Spatial metabolite profiling of biological samples using near-field MALDI Open Access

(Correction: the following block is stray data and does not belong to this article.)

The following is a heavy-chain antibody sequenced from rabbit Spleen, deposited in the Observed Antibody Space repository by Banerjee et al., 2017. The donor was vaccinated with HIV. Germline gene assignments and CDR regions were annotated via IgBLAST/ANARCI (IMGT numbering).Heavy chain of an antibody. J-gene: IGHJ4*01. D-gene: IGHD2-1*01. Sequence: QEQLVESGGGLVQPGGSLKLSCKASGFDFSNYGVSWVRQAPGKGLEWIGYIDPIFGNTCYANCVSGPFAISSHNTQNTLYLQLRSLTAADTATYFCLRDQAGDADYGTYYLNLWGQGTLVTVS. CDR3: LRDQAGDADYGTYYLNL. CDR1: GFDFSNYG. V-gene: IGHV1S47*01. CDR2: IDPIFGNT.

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Chemical analysis of biomolecules directly from cell samples is essential to understand the complex biochemical processes occurring in cells. Studying the spatial distribution of these molecules at a sub-cellular level is especially useful for understanding the functionality of the cell. Currently the identification and structural characterization of biomolecules such as proteins and metabolites in tissue samples and large cells (approx.100 μm) are possible through mass-spectrometry-based soft ionization techniques. In order to probe the role of these molecules in smaller cells such as myoblast, fibroblast, etc., a method with a higher spatial resolution is needed. To achieve this goal, in this dissertation research, a novel ion source is designed to study the sub-cellular spatial distribution of biomolecules of biological samples in ambient conditions. In this dissertation, it has been shown that various biomolecules can be detected with a spatial resolution of 1.5 μm using the combination of near-field techniques and mass spectrometry. With this combination, it will ultimately be possible to directly analyze cellular samples by using growth media as matrix, without altering the original spatial distribution: a useful avenue for understanding the complex biochemical processes occurring in cells.